Beckett’s Labyrinth

The Minotaur, not Narcissus, presides over the birth of art
Rosalind Krauss

Robert Morris, Untitled (Pink Felt), 1970, © Robert Morris

Robert Morris, Untitled (Pink Felt), 1970, © Robert Morris

Patrick Bowles records a conversation he had with Samuel Beckett while the two were working on the English translation of Molloy. Bowles had shared a quotation from Blanchot:

Every philosophy of non-meaning rests on a contradiction as soon as it expresses itself. [p 111*]

For Bowles, there was no contradiction involved if one recognized and respected the two separate “levels” of world and language. For Beckett there was only one level: the human being in the world. If a human being is to seek the truth in his relations to language and world, then he cannot represent himself as outside the world. And if the world does not correspond to human categories of meaning, then man “must represent himself as a part of…. this movement of the unmeaningful.” One may characterize this paradox as an act of language which rests on a contradiction.

Looking at it this way, if the contradiction is not embraced, then one is obliged to enter a discourse of infinite regress. Beckett added that this kind of writing can “kill a man”, emphasizing that men have indeed been killed by it. I wish Bowles had asked for examples. But one might take a look at the endless logical loops of Watt to see a related malady of the mind.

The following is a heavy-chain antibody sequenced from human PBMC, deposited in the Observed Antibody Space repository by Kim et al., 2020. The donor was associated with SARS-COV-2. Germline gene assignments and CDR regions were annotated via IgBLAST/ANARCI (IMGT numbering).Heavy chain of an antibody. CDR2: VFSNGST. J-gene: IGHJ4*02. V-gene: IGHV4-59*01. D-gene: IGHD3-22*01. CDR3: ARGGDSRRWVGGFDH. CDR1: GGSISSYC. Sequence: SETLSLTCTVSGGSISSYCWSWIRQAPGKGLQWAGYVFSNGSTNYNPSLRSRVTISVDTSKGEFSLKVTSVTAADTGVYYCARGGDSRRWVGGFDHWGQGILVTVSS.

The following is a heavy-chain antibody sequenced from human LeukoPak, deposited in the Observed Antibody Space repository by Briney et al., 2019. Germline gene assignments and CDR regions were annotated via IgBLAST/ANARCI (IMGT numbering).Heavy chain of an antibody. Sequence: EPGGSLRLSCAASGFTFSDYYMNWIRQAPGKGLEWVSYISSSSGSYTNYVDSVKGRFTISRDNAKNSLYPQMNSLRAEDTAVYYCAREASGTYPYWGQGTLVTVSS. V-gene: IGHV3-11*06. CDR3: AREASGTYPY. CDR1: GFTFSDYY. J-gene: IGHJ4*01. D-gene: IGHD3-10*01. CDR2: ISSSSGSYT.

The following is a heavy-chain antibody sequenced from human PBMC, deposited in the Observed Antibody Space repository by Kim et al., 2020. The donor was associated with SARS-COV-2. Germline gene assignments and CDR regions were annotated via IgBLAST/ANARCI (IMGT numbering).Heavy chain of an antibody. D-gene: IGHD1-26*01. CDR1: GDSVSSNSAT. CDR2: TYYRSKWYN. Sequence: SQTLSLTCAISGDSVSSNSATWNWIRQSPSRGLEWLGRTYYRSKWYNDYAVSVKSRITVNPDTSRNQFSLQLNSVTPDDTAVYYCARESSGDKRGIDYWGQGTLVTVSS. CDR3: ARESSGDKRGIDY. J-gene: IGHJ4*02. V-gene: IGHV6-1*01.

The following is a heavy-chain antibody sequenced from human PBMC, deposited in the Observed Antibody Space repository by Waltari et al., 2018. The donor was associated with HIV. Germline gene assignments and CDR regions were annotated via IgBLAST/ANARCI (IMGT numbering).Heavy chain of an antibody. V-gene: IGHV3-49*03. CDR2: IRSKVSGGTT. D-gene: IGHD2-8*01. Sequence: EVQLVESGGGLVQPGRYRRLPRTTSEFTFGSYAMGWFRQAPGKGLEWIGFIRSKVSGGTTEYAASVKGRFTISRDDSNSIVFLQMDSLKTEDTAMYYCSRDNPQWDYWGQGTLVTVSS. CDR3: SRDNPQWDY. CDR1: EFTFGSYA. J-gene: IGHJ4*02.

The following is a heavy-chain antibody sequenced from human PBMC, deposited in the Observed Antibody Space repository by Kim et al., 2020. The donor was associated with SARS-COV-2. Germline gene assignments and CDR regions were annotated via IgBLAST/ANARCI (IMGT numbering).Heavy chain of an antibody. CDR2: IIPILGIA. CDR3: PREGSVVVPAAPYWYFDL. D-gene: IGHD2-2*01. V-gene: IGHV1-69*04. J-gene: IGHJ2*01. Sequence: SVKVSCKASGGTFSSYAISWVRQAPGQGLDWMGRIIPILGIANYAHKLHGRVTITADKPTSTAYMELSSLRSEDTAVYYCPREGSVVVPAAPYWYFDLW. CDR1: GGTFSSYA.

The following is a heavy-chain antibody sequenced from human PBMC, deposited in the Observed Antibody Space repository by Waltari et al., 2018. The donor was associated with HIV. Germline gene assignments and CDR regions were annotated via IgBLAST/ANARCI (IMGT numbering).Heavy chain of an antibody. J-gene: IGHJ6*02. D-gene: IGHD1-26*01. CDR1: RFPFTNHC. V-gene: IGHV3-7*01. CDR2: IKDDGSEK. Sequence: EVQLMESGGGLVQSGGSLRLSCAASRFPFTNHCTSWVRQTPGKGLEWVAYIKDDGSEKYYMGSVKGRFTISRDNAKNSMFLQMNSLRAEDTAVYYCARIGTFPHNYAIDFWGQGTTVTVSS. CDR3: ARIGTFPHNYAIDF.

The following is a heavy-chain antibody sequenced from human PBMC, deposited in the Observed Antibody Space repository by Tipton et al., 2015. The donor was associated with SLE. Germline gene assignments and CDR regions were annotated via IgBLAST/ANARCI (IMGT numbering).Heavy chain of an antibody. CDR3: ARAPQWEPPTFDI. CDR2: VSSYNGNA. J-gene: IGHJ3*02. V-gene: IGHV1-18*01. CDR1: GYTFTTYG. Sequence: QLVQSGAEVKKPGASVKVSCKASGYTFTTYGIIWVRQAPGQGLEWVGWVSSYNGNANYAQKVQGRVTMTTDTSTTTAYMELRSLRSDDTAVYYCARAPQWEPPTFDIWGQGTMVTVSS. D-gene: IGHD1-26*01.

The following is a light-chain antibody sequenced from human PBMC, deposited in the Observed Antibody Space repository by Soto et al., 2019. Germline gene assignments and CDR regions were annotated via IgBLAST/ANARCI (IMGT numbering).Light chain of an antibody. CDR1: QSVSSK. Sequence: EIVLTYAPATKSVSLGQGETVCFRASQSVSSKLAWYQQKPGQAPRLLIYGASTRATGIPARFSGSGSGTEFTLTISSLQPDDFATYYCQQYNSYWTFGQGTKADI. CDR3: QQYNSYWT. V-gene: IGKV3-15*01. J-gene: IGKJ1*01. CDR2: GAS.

A number of other details relating to this matter are worth contemplating. One might say that a possible escape from the contradiction exists—in silence. The contradiction is not bearable itself except with a certain regard to silence. Bowles records that “scientific language has no relation to silence, in this sense, for the reason that scientific language is essentially concerned with meaning something.” [115] The kind of writing that an artist like Beckett engaged in depends on silence. Beckett’s approach can be contrasted with classical notions of order. In their conversation, Beckett had compared Bowles’ idea of two “levels” with the traditional separation of world and language, adding that Renaissance painting was for this reason “a fake”. The word “fake” is very cogent here, since classical painting, even to this day, is considered, on a fundamental level, a representation of reality. If one follows Beckett, no art could be more unreal. If by “reality” we wish to address the truth about the world, then our art must address chaos and everything that represents: contradiction, paradox, meaninglessness, formlessness, ignorance, weakness and failure, addressing it not as one from the outside, but as a being in movement with it. One begins to glimpse the extraordinary difficulty Beckett had in writing his works, always attuned to these ideas of truth, contradiction and silence.